REVEL for Listen to This -- Access Card

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  • Edition: 3rd
  • Format: Nonspecific Binding
  • Copyright: 2014-07-02
  • Publisher: Pearson
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REVEL for Listen to This, Third Edition by Mark Evan Bonds gives students the tools to learn how to listen to music with a critical ear. It encourages students to explore history, culture, and musical styles through active listening, not just through passive reading. By explaining how to identify and analyze the elements of music, REVEL for Listen to This helps students connect earlier music with the music they enjoy today.

REVEL™ is Pearson’s newest way of delivering our respected content. Fully digital and highly engaging, REVEL offers an immersive learning experience designed for the way today's students read, think, and learn. Enlivening course content with media interactives and assessments, REVEL empowers educators to increase engagement with the course, and to better connect with students.

NOTE: REVEL is a fully digital delivery of Pearson content. This ISBN is for the standalone REVEL access card. In addition to this access card, you will need a course invite link, provided by your instructor, to register for and use REVEL.

Author Biography

Mark Evan Bonds is the Cary C. Boshamer Distinguished Professor of Music at the University of North Carolina at Chapel Hill, where he has taught since 1992. He holds degrees from Duke University (B.A.), Christian-Albrechts-Universität Kiel (M.A.) and Harvard University (Ph.D.) His books include Wordless Rhetoric: Musical Form and the Metaphor of the Oration (1991), After Beethoven: Imperatives of Symphonic Originality (1996), Music as Thought: Listening to the Symphony in the Age of Beethoven (2006), and Absolute Music: The History of an Idea (2014). He is the author of numerous essays on the music of Haydn and Mozart, on the nineteenth-century symphony, and on the aesthetics and philsophy of music. He has received grants from the National Endowment for the Humanities, the American Council of Learned Societies, and the William N. Reynolds Foundation. The fourth edition of his History of Music in Western Culture, a textbook for undergraduate music history suvey courses, was published by Pearson in 2013. The new third edition of Listen to This reflects his experience and dedication to teaching music appreciation to undergraduates for more than 20 years.

Table of Contents

1. Hildegard von Bingen: Play of Virtues (excerpt)
2. San Ildefonso Indians of New Mexico: Eagle Dance
3. Francesco Landini: Behold, Spring
4: Guillaume de Machaut: I Can All Too Well Compare My Lady
5. Alfonso el Sabio: Songs to the Virgin Mary no. 249, He Who Gladly Serves
6. Josquin des Prez: The Cricket
7. Thomas Weelkes: Since Robin Hood
8. William Byrd: Sing Joyfully
9. Rhyming Singers of the Bahamas: My Lord Help Me To Pray
10. Claudio Monteverdi: Orpheus, selection from Act II
11. Henry Purcell: Dido and Aeneas: Overture and Act I, nos. 1-4
12. Mbuti Pygmies: "Marriage Celebration Song"
13. Barbara Strozzi: "Revenge"
14. Antonio Vivaldi: Four Seasons, "Winter," first movement.
15. Johann Sebastian Bach: Fugue in G minor, BWV 578 (“Little”)
16. Johann Sebastian Bach: Brandenburg Concerto no. 2 in F Major, BWV 1047, finale
17. Johann Sebastian Bach: Cantata 140 (“Awake, a Voice Calls to Us”), selections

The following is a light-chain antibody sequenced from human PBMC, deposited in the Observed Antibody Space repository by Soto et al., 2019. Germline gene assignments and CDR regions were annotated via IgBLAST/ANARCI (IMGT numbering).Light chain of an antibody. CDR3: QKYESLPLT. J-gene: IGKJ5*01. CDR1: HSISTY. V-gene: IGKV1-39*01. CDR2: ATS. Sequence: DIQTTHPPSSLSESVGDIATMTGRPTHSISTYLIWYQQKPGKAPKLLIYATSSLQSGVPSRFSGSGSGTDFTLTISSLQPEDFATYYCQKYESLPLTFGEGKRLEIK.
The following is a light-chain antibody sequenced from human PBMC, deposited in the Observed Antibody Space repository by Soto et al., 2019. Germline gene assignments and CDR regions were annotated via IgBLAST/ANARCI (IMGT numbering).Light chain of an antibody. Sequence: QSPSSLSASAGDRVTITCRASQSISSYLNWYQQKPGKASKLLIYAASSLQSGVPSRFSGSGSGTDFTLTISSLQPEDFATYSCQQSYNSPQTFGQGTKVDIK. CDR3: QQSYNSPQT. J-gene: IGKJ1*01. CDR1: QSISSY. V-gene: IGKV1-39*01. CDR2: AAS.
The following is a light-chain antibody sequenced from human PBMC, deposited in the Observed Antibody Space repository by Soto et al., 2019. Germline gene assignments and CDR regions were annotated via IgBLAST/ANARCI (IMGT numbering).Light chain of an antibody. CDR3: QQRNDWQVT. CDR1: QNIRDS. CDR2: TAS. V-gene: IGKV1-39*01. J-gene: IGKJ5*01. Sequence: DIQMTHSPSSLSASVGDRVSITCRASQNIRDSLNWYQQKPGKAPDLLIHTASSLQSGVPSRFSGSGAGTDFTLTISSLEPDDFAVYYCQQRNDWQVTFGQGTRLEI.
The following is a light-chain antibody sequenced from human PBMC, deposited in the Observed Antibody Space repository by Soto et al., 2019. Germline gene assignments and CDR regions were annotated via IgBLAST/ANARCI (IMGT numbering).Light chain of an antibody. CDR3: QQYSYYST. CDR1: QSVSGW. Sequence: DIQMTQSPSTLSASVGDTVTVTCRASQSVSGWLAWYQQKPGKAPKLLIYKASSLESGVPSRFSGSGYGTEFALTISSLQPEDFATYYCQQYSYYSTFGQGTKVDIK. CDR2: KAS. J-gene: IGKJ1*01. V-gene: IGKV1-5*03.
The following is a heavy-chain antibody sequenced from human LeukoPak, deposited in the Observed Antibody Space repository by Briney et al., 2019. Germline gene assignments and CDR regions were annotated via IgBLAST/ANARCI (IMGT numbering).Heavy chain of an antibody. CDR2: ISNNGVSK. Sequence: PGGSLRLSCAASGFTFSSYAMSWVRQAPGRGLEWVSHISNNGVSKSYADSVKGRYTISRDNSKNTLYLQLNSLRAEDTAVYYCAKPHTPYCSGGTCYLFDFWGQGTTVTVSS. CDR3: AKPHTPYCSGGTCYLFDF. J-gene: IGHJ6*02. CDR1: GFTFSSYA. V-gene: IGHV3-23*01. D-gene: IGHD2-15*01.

18. George Frideric Handel: Messiah, selections
19. Joseph Haydn: String Quartet op. 76, no. 3, second movement
20. Master Musicians of the Ikuta-ryu (Japan): Cherry Blossom
21. Joseph Haydn: Symphony no. 102, Bm third and fourth movements
22. Wolfgang Amadeus Mozart: Symphony no. 40 in G Minor, K. 550, first movement
23. Wolfgang Amadeus Mozart: Piano Concerto in A Major, K. 488 first movement
24. Wolfgang Amadeus Mozart: The Marriage of Figaro, Act I, “Cosa sento”
25. William Billings: “Chester”
26. Ludwig van Beethoven: Symphony no. 5 in C minor, op.7
27. Franz Schubert: "Erlking,"D. 328
28. Felix Mendelssohn: Overture to A Midsummer Night’s Dream
29. Hector Berlioz: Symphonie fantastique, fourth movement ("March to the Scaffold")
30 Fanny Mendelssohn Hensel: Piano Trio, op. 11, third movement
31. Clara Schumann: "Forward!"
32. Frederic Chopin: Mazurka in Bb, op. 7, no. 1
33. Louis Moreau Gottschalk: Union: Concert Paraphrase on National Airs
34. Ravi Shankar (India): Raga Sindhi-Bhairavi
35. Giuseppe Verdi: La Traviata, Act I, selection
36. Richard Wagner: The Valkyrie, Act III, selection ("Wotan’s farewell")
37. Johannes Brahms: Symphony no. 4, in E minor, op.98, finale
38. Antonin DvoYák: String Quartet in F Major, op. 96 (“American”), third movement
39. Claude Debussy: Voiles
40. Charles Ives: The Unanswered Question
41. Arnold Schoenberg: "Columbine" from Pierrot lunaire
42. Igor Stravinsky: Rite of Spring, Part One  (excerpt)
43. Scott Joplin: Maple Leaf Rag
44. Robert Johnson: "Terraplane Blues"
45. Duke Ellington: Cotton Tail
46. Charlie Parker: Ornithology
47. Ruth Crawford: Piano Study in Mixed Accents
48. Germaine Tailleferre: Concertino for Harp and Orchestra, finale
49. William Grant Still: "A Black Pierrot" from Songs of Separation
50. Aaron Copland: "Hoe-Down" from Rodeo (3:05)
51. Béla Bartók: Concerto for Orchestra, second movement (“Game of Paris”)
52. Leonard Bernstein: "Tonight" from West Side Story (ensemble)
53. John Cage: Sonata II from Sonetas and Interludes
54. Gamelan Gong Kebyar of Belaluan, Bali: Kebyar Ding III, “Oncang-oncangan”
55. Philip Glass: "Knee Play 1" from Einstein on the Beach
56. Chuck Berry: "School Day"
57. Public Enemy: "Fight the Power"
58. Tania Léon: A la Par, second movement("Guaguancó")
59. John Williams: “The Walls Converge,” from Star Wars
60. Corey Dargel: “On This Date Every Year”
61. Austin Wietory: “Nascence,” From Journey

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